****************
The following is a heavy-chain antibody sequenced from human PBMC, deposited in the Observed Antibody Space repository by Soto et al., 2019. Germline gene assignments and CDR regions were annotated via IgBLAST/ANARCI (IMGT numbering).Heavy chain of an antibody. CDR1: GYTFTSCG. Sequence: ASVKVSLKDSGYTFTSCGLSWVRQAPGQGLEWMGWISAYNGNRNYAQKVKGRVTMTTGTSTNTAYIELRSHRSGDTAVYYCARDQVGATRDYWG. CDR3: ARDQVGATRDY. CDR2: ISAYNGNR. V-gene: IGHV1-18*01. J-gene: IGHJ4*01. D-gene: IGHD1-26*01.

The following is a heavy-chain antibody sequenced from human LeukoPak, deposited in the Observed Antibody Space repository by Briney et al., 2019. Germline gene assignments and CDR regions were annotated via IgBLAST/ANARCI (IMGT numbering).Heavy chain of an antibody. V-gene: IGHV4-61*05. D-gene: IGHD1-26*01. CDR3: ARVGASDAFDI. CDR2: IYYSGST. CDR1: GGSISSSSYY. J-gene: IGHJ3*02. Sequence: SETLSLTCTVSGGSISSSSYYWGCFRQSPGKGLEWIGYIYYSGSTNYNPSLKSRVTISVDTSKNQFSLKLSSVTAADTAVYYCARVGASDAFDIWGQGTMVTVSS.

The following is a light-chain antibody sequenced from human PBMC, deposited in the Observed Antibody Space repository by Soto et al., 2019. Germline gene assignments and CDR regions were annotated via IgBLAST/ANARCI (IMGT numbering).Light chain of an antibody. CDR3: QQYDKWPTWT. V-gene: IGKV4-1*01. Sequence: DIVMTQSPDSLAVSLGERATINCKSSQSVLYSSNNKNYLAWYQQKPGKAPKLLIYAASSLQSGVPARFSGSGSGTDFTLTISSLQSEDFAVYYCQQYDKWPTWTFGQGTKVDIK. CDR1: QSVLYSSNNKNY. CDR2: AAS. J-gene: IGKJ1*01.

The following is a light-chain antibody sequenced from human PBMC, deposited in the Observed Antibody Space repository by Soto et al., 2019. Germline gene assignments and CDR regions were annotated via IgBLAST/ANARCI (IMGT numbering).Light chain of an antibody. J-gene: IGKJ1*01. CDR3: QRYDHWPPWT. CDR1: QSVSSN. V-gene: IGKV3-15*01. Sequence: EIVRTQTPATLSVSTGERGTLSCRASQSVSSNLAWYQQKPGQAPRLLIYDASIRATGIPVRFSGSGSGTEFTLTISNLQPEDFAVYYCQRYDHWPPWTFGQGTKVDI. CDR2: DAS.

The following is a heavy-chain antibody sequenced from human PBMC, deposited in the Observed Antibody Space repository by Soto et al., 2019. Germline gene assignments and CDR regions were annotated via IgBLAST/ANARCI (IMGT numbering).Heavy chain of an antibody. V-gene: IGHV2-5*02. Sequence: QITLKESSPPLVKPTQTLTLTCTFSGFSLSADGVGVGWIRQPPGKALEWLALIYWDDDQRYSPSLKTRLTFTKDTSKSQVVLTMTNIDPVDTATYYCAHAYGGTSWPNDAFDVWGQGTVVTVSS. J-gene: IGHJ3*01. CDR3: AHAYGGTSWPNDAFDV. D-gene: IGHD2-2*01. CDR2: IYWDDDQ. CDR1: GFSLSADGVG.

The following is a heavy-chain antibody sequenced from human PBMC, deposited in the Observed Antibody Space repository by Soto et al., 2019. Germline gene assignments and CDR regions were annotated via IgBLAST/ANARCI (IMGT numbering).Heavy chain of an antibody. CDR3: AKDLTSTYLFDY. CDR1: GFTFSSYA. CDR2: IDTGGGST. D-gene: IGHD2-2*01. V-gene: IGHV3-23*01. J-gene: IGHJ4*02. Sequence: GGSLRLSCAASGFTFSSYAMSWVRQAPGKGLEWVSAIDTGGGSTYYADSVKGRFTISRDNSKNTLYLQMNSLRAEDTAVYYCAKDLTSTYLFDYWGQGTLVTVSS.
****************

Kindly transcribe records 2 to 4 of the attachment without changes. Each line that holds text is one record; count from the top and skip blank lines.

The following is a heavy-chain antibody sequenced from human LeukoPak, deposited in the Observed Antibody Space repository by Briney et al., 2019. Germline gene assignments and CDR regions were annotated via IgBLAST/ANARCI (IMGT numbering).Heavy chain of an antibody. V-gene: IGHV4-61*05. D-gene: IGHD1-26*01. CDR3: ARVGASDAFDI. CDR2: IYYSGST. CDR1: GGSISSSSYY. J-gene: IGHJ3*02. Sequence: SETLSLTCTVSGGSISSSSYYWGCFRQSPGKGLEWIGYIYYSGSTNYNPSLKSRVTISVDTSKNQFSLKLSSVTAADTAVYYCARVGASDAFDIWGQGTMVTVSS.

The following is a light-chain antibody sequenced from human PBMC, deposited in the Observed Antibody Space repository by Soto et al., 2019. Germline gene assignments and CDR regions were annotated via IgBLAST/ANARCI (IMGT numbering).Light chain of an antibody. CDR3: QQYDKWPTWT. V-gene: IGKV4-1*01. Sequence: DIVMTQSPDSLAVSLGERATINCKSSQSVLYSSNNKNYLAWYQQKPGKAPKLLIYAASSLQSGVPARFSGSGSGTDFTLTISSLQSEDFAVYYCQQYDKWPTWTFGQGTKVDIK. CDR1: QSVLYSSNNKNY. CDR2: AAS. J-gene: IGKJ1*01.

The following is a light-chain antibody sequenced from human PBMC, deposited in the Observed Antibody Space repository by Soto et al., 2019. Germline gene assignments and CDR regions were annotated via IgBLAST/ANARCI (IMGT numbering).Light chain of an antibody. J-gene: IGKJ1*01. CDR3: QRYDHWPPWT. CDR1: QSVSSN. V-gene: IGKV3-15*01. Sequence: EIVRTQTPATLSVSTGERGTLSCRASQSVSSNLAWYQQKPGQAPRLLIYDASIRATGIPVRFSGSGSGTEFTLTISNLQPEDFAVYYCQRYDHWPPWTFGQGTKVDI. CDR2: DAS.